Boarding in Tuckerman Ravine

The Chute is in center photo between the two encroaching ledges!

This past Sunday I decided to take a stab at snowboarding in Tuckerman Ravine. Earlier in the week I scoped out the weather, which was going to be glorious! I am up at Hermit Lake Shelters on a regular basis visiting my partner in crime and Tux Caretaker, Patrick, but this was the first time that my days off had linked up with nice, warm weather, which in this case meant softer conditions. I am an intermediate snowboarder and with the lack of snow this year came a lack of being on my board. I was a little nervous but also super excited!

About two years ago I went up with my friend Bill, a skier, to ride in the Ravine for the first time and we ended up riding Lobster Claw. That year I learned it is not pleasant to hike up in snowboard boots. If you're a boarder without an alpine set up, I would recommend hiking up in your hiking/mountain boots and swap them out when you reach the top or your desired location. Snowboard boots are squishy and have a rounded toe, which is not ideal for hiking up steep snow or ice. You most likely will need to wear crampons or micro-spikes which don't work well with typical snowboard boots. All in all that first day in Tucks was great and an important learning experience. Don't forget your ice axe and helmet!
Skiers getting ready to head down

On Sunday I started up the trail around 10am. The Tuckerman Ravine trail is bare for about the first mile and then becomes icy! I was passing people who didn't have micro spikes on, and they were quite jealous of mine. I hiked up in shorts and a tank top since it was such a warm day. I brought long pants and a long sleeve shirt to change into and ride in. It’s a good idea to have your skin covered in case of a fall so you have some protection from getting abrasions (basically road rash but from the snow and ice). I made it to the cabin, ate, drank, and unloaded my pack full of pizza fixin's, a dinner treat I like to bring to my boyfriend Patrick. Then we headed for the Ravine.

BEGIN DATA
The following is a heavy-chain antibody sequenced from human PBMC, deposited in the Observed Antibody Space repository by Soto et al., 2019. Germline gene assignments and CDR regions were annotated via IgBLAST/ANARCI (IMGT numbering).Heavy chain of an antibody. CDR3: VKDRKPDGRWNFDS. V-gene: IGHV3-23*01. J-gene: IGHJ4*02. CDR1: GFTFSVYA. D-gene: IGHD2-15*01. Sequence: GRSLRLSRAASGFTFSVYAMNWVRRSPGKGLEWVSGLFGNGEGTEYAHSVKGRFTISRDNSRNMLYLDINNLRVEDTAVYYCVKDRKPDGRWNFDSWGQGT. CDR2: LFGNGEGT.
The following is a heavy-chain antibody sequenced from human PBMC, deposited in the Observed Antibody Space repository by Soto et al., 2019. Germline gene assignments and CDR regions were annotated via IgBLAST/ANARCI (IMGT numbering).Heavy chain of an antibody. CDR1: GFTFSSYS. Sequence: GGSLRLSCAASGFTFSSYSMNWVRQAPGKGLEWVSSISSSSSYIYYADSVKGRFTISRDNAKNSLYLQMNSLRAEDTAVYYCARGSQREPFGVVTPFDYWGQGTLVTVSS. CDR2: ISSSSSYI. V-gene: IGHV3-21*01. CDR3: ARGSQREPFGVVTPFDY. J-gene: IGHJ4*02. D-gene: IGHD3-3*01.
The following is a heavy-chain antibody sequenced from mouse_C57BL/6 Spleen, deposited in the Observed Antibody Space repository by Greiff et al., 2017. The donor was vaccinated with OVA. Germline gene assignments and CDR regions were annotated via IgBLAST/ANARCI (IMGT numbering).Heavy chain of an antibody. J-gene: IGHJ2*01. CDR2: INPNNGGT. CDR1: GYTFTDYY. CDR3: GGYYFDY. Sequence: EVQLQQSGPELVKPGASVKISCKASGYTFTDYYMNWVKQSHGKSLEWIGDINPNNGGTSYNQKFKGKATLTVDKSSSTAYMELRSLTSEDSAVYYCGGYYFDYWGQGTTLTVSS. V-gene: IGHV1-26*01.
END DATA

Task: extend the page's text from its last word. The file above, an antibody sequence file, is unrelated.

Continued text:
Me with my Snowboard at the edge of the Bowl

I'm all about being independent and doing things alone, but Tuckerman Ravine is steep, ever changing, and no joke. It's always good to go with someone who has been before and knows the ravine. When we got to the bowl it was lively with skiers, boarders, and spectators! Patrick, decided we should head halfway up the Chute to just below the narrow choke-point where there was a large snow ledge. After a run down that, he said we could decide if we felt like going further up a different run. It sounded good to me!

I must say, the Chute is steep and its hard to really tell how steep it is until you're on it. Once we made it to the snow ledge, I could change my boots and get ready to board down. It was pretty neat looking down at the Ravine floor from up above, the people down below were looking like ants. We waited a while for the line of people coming up to pass, and for an ever so hesitant dog named Clancy to descend with his master before dropping into our run. There's a lot to watch out for and its important to be aware and alert. Just before our run a snowboard came flying down the chute at highway speeds because it had gotten away from a boarder.
Looking out from the snow ledge

Over all I was pleased with how I did considering it was probably the steepest terrain I'd ever ridden. Afterwards, we lounged in the sun at Leavy Rock at the entrance to the ravine floor, (a safe distance from ice falling off the headwall), watching the whole ski scene. It was a beautiful day and I just enjoyed being there. For more detailed and up-to-date information about the snow conditions in Tuckerman Ravine, visit the Mount Washington Avalanche Center website at

Hiking in general continues to be icy...6 to 8 inches thick in o so many places! Don't underestimate it! A few days ago my colleague Joyce went in to Diana's Baths (a universal access trail) down out of North Conway and just beyond the Falls just 1/2 mile in...Boom! 6 to 8 inches of ice with a nice rivulet straight down the center! Bring your Microspikes or even consider Trail Crampons!

As always you can check AMC conditions for the latest report and/or call us here at Pinkham Notch Joe Dodge Lodge to see what we’re seeing out our windows and for the best trail advice we can give you! We are available by phone at (603)466-2721 every day from 6:30 AM to 10:00 PM or by email at To make reservations at AMC Lodges and Huts, please call (603)466-2727 available Monday through Saturday 9am-5pm.

Happy Adventuring!
Becky Huncilman
Backcountry Information Specialist

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